Princess Theatre, Anderson, Indiana

The Nickelodeon, July 1, 1910:

“S. B. Sampson, manager of the Princess Theater at Anderson, Ind., and whose counterfeit presentment appears at the extreme right, is a satisfied exhibitor.”


“The picture of the theater front was taken Memorial day, 1910 before the first performance of the day. Mr.
Sampson says that after the show opened you couldn’t see the front at all for people.

“The player and singer are standing in the doorway, the drummer is between them and the manager and on the extreme left is Mr. Sampson, Jr. The Kleine Optical Company furnishes service for the Princess.”

The poster, on the left, is for “The Stolen Fortune“, released by Essanay Studios, May 4, 1910.


Cezar Del Valle is the author of the Brooklyn Theatre Index, a three-volume history of borough theatres. The first two chosen 2010 OUTSTANDING BOOK OF THE YEAR by the Theatre Historical Society. Final volume published in September 2014.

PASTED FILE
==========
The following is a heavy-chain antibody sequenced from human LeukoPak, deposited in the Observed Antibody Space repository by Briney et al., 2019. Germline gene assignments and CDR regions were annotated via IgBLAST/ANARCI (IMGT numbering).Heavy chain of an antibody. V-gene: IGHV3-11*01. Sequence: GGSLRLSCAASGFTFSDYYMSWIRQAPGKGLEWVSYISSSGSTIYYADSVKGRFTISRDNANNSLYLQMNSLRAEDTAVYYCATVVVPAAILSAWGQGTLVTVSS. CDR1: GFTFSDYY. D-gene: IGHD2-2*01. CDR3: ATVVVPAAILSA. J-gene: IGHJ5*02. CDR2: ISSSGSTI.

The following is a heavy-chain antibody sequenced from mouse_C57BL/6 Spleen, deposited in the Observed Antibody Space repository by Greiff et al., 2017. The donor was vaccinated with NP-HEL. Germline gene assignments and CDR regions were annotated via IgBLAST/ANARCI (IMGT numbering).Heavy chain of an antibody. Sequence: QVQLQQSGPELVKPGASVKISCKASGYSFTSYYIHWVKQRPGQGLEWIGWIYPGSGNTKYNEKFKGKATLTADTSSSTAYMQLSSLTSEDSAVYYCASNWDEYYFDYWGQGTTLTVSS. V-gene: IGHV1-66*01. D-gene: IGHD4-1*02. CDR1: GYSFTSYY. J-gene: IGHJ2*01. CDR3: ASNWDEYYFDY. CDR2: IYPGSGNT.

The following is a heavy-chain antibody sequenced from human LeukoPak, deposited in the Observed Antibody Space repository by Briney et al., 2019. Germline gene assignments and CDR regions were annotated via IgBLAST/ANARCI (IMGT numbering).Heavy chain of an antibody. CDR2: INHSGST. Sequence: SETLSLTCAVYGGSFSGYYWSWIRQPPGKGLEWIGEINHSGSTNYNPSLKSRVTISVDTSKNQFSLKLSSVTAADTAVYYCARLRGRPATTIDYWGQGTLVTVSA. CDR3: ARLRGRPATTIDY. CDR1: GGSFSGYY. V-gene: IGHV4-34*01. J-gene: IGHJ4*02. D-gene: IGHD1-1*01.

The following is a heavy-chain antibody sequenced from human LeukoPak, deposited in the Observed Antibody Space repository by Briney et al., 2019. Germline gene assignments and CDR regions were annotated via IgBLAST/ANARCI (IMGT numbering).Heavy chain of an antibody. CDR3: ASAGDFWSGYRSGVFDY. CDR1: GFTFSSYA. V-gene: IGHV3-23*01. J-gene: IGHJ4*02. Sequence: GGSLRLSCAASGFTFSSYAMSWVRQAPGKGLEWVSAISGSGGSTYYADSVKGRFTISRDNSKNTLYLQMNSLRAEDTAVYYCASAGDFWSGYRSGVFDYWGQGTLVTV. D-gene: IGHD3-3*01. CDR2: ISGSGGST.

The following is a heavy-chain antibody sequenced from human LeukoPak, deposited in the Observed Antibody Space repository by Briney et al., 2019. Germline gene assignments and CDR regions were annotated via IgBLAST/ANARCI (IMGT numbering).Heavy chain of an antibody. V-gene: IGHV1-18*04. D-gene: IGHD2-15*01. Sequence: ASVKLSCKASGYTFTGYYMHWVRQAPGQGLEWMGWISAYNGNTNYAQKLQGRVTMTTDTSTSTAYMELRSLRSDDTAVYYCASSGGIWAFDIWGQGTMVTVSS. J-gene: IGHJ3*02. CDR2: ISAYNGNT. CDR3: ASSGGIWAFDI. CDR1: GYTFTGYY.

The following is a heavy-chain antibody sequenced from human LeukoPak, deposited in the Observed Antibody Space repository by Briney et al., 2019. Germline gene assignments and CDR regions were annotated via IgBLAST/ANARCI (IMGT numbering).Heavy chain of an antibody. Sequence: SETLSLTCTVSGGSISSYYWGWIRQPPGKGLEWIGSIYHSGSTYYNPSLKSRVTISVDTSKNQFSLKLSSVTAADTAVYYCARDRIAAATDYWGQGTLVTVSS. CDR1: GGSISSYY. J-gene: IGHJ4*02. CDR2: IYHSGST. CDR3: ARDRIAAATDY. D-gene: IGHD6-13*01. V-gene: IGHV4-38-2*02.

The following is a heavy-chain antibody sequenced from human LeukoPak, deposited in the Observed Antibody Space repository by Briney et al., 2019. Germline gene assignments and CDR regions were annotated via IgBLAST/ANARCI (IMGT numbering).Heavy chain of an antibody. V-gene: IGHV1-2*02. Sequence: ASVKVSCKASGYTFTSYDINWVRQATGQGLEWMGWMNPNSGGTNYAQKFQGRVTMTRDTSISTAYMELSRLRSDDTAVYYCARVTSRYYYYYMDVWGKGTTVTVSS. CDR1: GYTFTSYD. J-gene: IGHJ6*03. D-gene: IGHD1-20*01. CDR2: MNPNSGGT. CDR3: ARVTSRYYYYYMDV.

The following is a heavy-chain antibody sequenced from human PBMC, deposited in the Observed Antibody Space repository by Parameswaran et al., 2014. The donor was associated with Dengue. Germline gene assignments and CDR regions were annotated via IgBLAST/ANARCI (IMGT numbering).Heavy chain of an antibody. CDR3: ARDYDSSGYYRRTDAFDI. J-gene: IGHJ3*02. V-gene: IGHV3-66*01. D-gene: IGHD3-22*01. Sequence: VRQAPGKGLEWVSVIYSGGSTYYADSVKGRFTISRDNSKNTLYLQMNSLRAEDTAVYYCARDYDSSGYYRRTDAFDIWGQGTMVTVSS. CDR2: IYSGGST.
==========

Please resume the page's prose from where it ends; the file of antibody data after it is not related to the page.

He is available for theatre talks and walks in 2015: historical societies, libraries, senior centers, etc.

Now selling “vintage” on Etsy.


Varieties Theatre, 729 Wabash Avenue, Terre Haute, IN 47807

Moving Picture World, November 16, 1912:


“We print herewith a half-tone of the Varieities Theater of Terre Haute, Ind., which plays vaudeville and pictures from September to June. For years past the house was dark during the summer months, but this year the manager kept moving pictures running from June to September with much success.

“A large number of the feature films now on the market were run and mostly all the Bison and other independent features were booked two and three days.

‘”The extra expenditure for the features,’ said the manager of the Varieties, ‘was offset by the increase in the box office receipts.'”

Produced by Film d’art as  La Dame Aux Camelias, the film received American  distribution, February 24, 1912,  under the title Camille

Cezar Del Valle is available for theatre walks and talks in 2013.

He is the author of the Brooklyn Theatre Index, chosen 2010 Best Book of the year by the Theatre Historical Society.